2015 J.J. Thiessen Lectures Series: Crude Awakenings: The Faith, Politics, and Crises of Oil in America’s Century
Darren Dochuk

Oil has always enchanted Americans, and inspired them to think about their society’s future in sacred terms. Extracted from the earth in mysterious ways, often with the help of spiritualist devices and prayer, oil was at its origins imagined as the divinely sanctioned lifeblood of a modernizing nation. America’s powerbrokers and rank-and-file together ascribed a special status to this abundant material, and in turn used its wealth to construct and legitimate imposing corporate and church institutions, missionary organizations, and an expansive petro-state. Indeed, the concept of the “American Century,” commonly used to describe this nation’s hundred-year ascendancy, is itself a product of petroleum and religion’s arresting reciprocity. When missionary son and magazine publisher Henry Luce coined the term in 1941, he did so fully aware of how his fellow citizens drew special assurance from oil’s seemingly divine potentials, and attached them to a politics of exceptionalism. Luce also knew that as much as oil was America’s blessing and the source of its leadership in the world, it was also a burden that came with costs to the nation and its people, and the land they inhabited.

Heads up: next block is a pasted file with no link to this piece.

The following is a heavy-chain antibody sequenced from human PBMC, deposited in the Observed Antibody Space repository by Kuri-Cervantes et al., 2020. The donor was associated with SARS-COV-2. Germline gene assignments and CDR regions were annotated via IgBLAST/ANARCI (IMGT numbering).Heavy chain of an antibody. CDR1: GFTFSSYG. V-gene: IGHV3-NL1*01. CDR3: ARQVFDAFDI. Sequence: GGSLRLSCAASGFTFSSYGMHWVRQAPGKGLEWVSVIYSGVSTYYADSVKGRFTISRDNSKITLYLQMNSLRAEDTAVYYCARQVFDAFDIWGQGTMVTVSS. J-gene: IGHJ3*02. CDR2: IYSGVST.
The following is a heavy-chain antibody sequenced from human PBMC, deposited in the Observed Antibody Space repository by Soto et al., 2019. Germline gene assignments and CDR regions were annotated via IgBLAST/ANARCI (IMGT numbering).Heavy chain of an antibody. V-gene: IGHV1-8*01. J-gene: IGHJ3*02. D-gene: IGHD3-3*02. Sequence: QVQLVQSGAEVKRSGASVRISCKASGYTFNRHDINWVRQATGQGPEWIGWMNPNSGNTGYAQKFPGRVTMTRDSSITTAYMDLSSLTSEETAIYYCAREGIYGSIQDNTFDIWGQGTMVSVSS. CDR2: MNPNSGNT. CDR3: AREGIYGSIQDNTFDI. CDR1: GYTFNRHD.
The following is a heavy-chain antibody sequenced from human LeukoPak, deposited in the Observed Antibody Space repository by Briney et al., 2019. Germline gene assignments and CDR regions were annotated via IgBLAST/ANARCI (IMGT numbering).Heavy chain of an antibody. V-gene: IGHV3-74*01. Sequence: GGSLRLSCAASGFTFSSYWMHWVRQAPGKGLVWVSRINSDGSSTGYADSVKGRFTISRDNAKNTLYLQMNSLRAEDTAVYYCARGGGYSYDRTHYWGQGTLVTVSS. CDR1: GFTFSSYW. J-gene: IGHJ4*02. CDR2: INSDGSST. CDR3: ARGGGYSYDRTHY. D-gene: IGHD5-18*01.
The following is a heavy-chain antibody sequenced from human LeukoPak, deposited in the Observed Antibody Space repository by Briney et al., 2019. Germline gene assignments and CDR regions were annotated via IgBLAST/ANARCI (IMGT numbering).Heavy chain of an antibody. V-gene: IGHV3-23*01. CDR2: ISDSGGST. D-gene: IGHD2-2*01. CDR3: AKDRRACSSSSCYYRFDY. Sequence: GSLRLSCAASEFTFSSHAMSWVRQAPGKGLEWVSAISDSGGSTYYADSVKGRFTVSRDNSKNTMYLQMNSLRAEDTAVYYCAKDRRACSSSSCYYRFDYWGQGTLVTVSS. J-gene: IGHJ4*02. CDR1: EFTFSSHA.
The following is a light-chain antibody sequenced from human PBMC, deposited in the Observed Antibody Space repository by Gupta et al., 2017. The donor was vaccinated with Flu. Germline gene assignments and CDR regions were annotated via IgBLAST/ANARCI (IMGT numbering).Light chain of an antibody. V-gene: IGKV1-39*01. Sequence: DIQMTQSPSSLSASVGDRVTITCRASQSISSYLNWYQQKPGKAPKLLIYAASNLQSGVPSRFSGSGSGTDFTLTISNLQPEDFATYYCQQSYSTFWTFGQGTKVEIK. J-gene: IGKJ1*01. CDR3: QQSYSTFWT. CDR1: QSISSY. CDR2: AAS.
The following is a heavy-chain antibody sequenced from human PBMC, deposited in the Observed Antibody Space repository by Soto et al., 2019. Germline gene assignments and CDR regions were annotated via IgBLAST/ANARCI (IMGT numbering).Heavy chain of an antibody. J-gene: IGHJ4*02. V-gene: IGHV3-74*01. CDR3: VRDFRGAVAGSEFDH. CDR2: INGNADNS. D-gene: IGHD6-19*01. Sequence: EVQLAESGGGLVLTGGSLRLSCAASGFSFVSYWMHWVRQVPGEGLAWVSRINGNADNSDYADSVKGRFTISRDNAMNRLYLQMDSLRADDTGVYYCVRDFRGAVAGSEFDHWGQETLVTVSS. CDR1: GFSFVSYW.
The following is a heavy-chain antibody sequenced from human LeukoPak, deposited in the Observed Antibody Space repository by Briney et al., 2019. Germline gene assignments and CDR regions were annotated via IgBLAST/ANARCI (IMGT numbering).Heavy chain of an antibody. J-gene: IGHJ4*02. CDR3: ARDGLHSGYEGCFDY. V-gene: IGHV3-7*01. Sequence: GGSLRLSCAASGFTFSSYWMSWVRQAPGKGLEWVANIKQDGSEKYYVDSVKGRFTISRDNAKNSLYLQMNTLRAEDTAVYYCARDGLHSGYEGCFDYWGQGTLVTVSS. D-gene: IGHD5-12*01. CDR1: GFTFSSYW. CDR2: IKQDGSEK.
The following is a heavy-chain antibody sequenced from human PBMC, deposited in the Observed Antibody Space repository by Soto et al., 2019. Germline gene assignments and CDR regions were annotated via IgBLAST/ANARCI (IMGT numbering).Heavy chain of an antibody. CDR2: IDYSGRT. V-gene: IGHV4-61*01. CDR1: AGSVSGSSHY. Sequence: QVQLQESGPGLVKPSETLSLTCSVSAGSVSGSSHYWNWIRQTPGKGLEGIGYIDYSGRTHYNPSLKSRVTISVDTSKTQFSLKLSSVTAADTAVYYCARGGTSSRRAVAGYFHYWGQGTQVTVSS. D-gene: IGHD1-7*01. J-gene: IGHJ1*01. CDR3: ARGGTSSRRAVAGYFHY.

Following Luce’s lead, but with an eye to wider and longer trends, and a continental terrain centered by the United States but also encompassing Canada, these lectures will explore some of the ways that religion and oil together shaped existence for modern North Americans at the moment of their heightening authority in the twentieth century. It will pay particular attention to evangelical Protestants who, in disproportionate degrees, inhabited and worked America’s oil patches, weathered the violent disruptions of life on these boom-bust terrains, and theologized and politicized their encounter with soil and its subsurface wealth and all that this seemed to promise them, on earth and in heaven. Each of the three lectures will focus on a particularly momentous flashpoint in the life of North American oil and evangelicalism and pause for reflection on what this moment meant long-term for matters of faith and society in the twentieth century. In the process of tracking the chronology of God and black gold in the modern era, the lectures will also raise questions and curiosities pertaining to evangelicalism’s relationship to capitalism and globalization, energy and environment, notions of time and broad interests in politics.

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